8 Quick steps to develop and setup C# CGI program in IIS 7

CGI or common Gateway Interface is the protocol used by classic web forms to exchange data between the user and the web server. CGI uses HTTP protocol, which is a simple text exchange protocol on top of TCP/IP. In the HTTP protocol, environment variables of the OS and input from standard input devise such as console or stdin are used by the CGI program to retrieve the data that was sent from the HTML forms.

In this post I am going to show you how to create a simple console application in C# and use it as my CGI program in IIS. I’ll show you step by step how to setup a website using IIS7, enable CGI-Exe Handler Mappings and create a C# application to handle the CGI requests when a user inputs the data into text fields of a HTML form. Both HTTP GET and POST methods will be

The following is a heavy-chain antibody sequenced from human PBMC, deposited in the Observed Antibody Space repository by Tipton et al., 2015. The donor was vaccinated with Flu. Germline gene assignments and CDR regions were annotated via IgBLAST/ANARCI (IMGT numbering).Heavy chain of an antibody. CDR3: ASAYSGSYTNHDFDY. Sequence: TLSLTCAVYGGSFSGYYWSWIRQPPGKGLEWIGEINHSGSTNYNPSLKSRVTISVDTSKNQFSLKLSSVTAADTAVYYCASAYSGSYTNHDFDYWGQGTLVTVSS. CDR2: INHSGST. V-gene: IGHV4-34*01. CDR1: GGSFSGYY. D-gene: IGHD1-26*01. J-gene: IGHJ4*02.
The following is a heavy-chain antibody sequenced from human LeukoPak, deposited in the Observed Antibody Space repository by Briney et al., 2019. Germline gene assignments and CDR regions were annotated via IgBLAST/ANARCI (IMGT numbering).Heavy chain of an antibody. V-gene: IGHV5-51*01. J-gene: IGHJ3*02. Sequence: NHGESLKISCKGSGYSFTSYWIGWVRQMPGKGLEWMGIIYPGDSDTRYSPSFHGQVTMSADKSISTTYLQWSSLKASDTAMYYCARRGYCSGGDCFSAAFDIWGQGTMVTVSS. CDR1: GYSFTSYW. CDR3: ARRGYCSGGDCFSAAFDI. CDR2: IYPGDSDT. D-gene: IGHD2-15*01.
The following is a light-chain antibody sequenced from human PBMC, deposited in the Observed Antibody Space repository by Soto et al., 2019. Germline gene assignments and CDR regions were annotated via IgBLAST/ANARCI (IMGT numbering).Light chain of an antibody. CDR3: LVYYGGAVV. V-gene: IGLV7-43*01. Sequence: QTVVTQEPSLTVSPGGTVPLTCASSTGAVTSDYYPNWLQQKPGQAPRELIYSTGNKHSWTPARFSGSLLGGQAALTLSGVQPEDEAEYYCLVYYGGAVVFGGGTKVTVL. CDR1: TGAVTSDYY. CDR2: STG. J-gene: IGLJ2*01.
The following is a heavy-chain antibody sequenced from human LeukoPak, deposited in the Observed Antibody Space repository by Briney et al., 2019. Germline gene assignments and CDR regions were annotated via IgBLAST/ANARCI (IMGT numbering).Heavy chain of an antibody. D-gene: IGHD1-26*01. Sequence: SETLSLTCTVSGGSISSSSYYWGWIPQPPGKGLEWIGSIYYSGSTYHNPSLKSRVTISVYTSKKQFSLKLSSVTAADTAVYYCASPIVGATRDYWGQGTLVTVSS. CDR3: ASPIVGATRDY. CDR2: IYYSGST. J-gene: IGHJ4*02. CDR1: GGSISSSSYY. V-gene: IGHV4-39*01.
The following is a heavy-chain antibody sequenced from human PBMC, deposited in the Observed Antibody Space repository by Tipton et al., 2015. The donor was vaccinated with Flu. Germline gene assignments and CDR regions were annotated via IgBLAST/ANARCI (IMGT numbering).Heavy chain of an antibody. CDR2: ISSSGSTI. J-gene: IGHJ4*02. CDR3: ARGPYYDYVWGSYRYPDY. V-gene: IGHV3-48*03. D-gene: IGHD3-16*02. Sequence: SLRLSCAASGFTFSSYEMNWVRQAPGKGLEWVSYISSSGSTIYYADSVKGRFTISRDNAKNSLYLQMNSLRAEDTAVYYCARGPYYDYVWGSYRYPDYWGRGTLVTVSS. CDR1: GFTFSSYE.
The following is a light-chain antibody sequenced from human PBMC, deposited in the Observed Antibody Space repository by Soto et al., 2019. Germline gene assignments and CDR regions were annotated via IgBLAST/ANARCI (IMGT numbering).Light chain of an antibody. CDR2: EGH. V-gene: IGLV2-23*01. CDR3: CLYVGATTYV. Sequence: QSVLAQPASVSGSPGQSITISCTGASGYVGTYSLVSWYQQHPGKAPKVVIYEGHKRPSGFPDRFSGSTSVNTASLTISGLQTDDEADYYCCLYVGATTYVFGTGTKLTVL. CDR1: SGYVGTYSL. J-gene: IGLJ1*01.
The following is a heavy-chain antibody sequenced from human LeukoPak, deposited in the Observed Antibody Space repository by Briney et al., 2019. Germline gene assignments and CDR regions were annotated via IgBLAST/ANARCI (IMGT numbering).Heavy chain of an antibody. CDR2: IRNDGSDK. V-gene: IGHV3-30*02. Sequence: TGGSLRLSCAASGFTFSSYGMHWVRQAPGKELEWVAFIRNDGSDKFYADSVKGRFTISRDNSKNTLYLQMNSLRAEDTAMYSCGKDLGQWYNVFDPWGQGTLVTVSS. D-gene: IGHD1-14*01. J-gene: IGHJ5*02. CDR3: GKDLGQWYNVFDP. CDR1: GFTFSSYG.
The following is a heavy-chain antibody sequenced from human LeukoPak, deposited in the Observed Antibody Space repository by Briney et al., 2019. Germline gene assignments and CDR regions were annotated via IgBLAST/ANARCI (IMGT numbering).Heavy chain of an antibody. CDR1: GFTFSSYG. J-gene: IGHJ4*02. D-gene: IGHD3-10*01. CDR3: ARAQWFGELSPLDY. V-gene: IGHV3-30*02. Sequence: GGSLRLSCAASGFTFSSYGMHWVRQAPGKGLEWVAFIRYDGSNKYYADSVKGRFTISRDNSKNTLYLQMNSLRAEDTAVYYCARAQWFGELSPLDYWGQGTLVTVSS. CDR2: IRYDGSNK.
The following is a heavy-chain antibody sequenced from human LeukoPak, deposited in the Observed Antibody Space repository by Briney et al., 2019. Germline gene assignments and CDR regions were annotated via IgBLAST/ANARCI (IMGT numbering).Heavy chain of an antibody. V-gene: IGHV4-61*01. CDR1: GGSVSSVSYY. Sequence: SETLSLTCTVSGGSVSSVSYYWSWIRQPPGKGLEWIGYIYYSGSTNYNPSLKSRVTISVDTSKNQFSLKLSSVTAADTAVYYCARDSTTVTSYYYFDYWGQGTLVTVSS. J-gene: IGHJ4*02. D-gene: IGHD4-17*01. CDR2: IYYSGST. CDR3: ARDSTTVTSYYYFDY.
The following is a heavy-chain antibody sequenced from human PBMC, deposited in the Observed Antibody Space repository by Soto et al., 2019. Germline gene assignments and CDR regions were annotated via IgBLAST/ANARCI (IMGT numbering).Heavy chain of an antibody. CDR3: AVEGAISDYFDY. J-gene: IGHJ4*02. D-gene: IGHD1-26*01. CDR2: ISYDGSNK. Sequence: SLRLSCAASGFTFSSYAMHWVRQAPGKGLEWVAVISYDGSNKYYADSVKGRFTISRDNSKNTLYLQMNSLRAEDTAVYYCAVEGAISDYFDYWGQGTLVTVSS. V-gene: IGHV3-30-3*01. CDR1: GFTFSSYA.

explained.

Step1: Creating a Web Site in IIS7

Open the IIS manager and create a new website called temp. I’ll assign port 81 and point to the physical path c:\temp folder.

II& add web site c:\temp

Click OK and you are done. Your website http://localhost:81/ is ready, running at port 81 waiting to accept HTTP sessions from any browser, either on local machine or any remote client that has access this your computer using TCP/IP based network.

Step2: Enable CGI in the above IIS website

After the web site is created, click on the “Handler Mappings”

IIS7 Handler Mappings

You will see the following window where you can see that the CGI and ISAPI is disabled.